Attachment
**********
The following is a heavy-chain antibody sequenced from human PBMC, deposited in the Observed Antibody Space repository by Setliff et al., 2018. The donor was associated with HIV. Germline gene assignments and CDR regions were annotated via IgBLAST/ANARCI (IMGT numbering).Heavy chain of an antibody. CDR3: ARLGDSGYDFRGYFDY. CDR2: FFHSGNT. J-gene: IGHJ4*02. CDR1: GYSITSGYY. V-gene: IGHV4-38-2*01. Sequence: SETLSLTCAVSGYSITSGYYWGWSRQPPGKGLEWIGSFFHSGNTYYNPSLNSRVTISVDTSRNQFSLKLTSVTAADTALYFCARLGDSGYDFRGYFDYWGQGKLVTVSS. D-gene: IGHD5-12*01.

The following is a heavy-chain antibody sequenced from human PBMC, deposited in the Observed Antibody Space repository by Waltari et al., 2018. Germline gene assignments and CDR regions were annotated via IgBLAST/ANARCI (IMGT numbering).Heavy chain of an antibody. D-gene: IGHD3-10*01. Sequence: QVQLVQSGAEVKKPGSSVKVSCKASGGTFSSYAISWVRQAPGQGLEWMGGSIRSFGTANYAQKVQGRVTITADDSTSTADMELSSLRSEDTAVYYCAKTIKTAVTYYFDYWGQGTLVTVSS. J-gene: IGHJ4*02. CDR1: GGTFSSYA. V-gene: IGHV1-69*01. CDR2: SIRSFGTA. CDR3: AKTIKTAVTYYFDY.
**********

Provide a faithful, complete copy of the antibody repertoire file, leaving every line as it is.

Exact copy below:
The following is a heavy-chain antibody sequenced from human PBMC, deposited in the Observed Antibody Space repository by Setliff et al., 2018. The donor was associated with HIV. Germline gene assignments and CDR regions were annotated via IgBLAST/ANARCI (IMGT numbering).Heavy chain of an antibody. CDR3: ARLGDSGYDFRGYFDY. CDR2: FFHSGNT. J-gene: IGHJ4*02. CDR1: GYSITSGYY. V-gene: IGHV4-38-2*01. Sequence: SETLSLTCAVSGYSITSGYYWGWSRQPPGKGLEWIGSFFHSGNTYYNPSLNSRVTISVDTSRNQFSLKLTSVTAADTALYFCARLGDSGYDFRGYFDYWGQGKLVTVSS. D-gene: IGHD5-12*01.

The following is a heavy-chain antibody sequenced from human PBMC, deposited in the Observed Antibody Space repository by Waltari et al., 2018. Germline gene assignments and CDR regions were annotated via IgBLAST/ANARCI (IMGT numbering).Heavy chain of an antibody. D-gene: IGHD3-10*01. Sequence: QVQLVQSGAEVKKPGSSVKVSCKASGGTFSSYAISWVRQAPGQGLEWMGGSIRSFGTANYAQKVQGRVTITADDSTSTADMELSSLRSEDTAVYYCAKTIKTAVTYYFDYWGQGTLVTVSS. J-gene: IGHJ4*02. CDR1: GGTFSSYA. V-gene: IGHV1-69*01. CDR2: SIRSFGTA. CDR3: AKTIKTAVTYYFDY.